Canada Research Chair in Policies and Health Inequalities
Joint position, Departments of Sociology / Epidemiology, Biostatistics & Occupational Health
Peterson Hall Building, Room 344
3460 McTavish Street
Montreal, Quebec, H3A 0E6
E-Mail: amelie.quesnelvallee [at] mcgill.ca (Amélie Quesnel-Vallée)
I am a medical sociologist and a social demographer. My research seeks to understand how public policies shape the opportunity structure of individuals over their life course, and thus feed into social inequalities in health. This dual interest in social structure and health outcomes is one of the reasons why I occupy an Associate Professor position at McGill with a joint appointment between the Department of Sociology and the Department of Epidemiology, Biostatistics and Occupational Health. Thus my research fits squarely within the Social and Economic Determinant of Health axis of the Centre on Population Dynamics. Within this broad context, my research follows two main strands. First, using various longitudinal datasets in Canada and the U.S., as well as innovative methodology drawing from the counterfactual account of causality, I highlight some of the life course dynamics that lead to an association between social determinants and self-rated and mental health. Second, I examine the contribution of health policies to health inequalities. While my research on this issue to date has mainly focused on the U.S. and Canada, my current research activities are setting the stage for historical, inter-provincial and international comparisons of this relationship.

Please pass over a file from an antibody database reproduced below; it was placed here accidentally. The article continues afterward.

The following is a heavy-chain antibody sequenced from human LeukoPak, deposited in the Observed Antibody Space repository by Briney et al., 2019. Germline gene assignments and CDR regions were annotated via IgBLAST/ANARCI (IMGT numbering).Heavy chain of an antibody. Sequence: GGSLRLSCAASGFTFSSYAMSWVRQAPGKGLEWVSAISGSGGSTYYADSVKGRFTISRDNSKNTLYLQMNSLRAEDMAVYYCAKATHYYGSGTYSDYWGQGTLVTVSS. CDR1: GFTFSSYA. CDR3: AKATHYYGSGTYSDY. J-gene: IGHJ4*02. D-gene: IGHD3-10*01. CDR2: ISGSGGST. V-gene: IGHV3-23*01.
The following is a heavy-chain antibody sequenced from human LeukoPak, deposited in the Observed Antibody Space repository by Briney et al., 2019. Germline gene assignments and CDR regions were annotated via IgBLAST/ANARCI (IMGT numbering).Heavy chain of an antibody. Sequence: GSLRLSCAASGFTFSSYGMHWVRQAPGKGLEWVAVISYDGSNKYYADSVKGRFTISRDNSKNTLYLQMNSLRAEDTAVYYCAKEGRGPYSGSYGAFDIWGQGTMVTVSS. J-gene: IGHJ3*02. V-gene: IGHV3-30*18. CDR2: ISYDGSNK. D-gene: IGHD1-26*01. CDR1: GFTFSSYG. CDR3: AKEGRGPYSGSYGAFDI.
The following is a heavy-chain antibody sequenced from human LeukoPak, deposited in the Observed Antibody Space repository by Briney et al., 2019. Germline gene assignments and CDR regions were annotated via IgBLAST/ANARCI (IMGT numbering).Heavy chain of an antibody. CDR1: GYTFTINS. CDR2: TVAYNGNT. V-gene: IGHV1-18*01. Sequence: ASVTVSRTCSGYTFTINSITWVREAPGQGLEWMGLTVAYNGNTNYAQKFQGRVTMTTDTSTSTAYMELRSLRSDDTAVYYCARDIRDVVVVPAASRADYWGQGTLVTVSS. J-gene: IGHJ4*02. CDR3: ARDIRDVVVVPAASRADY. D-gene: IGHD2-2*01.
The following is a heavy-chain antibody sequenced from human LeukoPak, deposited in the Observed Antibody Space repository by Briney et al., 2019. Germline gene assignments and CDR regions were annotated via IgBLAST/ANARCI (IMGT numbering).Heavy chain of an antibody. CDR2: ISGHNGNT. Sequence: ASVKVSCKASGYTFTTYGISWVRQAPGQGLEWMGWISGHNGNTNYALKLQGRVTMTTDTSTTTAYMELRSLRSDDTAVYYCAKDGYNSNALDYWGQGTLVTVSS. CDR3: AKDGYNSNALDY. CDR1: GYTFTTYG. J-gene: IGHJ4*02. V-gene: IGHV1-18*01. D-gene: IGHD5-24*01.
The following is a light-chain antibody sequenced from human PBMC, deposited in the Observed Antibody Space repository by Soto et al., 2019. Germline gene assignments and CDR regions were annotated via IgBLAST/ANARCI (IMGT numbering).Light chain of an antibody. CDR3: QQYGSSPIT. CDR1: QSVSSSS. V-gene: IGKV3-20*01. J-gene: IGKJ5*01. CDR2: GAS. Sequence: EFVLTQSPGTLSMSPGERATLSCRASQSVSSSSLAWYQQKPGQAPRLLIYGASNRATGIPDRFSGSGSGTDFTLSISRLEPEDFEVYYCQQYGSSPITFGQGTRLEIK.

- Social inequalities in health
- Health services research
- Population health
- Social demography
- Policy analysis
PhD (2004): Duke University
E Riehm, Kira & Latimer, Eric & Quesnel-Vallée, Amélie & Stevens, Gonneke & Gariepy, Genevieve & Elgar, Frank. (2018). Does the density of the health workforce predict adolescent health? A cross-sectional, multilevel study of 38 countries. Journal of Public Health. 10.1093/pubmed/fdy096.
Quesnel-Vallée A, Carter R. 2018. Improving Accessibility to Services and Increasing Efficiency Through Merger and Centralization in Québec. Health Reform Observer - Observatoire des Réformes de Santé 6 (1): Article 2. https://doi.org/10.13162/hro-ors.v6i1.3216
Danielle Martin, Ashley P Miller, Amélie Quesnel-Vallée, Nadine R Caron, Bilkis Vissandjée, Gregory P Marchildon, Canada's universal health-care system: achieving its potential, The Lancet, Volume 391, Issue 10131, 2018, Pages 1718-1735, ISSN 0140-6736, https://doi.org/10.1016/S0140-6736(18)30181-8.
James Falconer, Amélie Quesnel-Vallée, Pathway from poor self-rated health to mortality: Explanatory power of disease diagnosis, Social Science & Medicine, Volume 190, 2017, Pages 227-236, ISSN 0277-9536, https://doi.org/10.1016/j.socscimed.2017.08.008.
James Falconer, Amélie Quesnel-Vallée, The moderating effect of sociodemographic factors on the predictive power of self-rated health for mortality in Canada, Canadian Studies in Population 44 no. 1–2 (2017), p. 77–99, DOI: 10.25336/P64C7P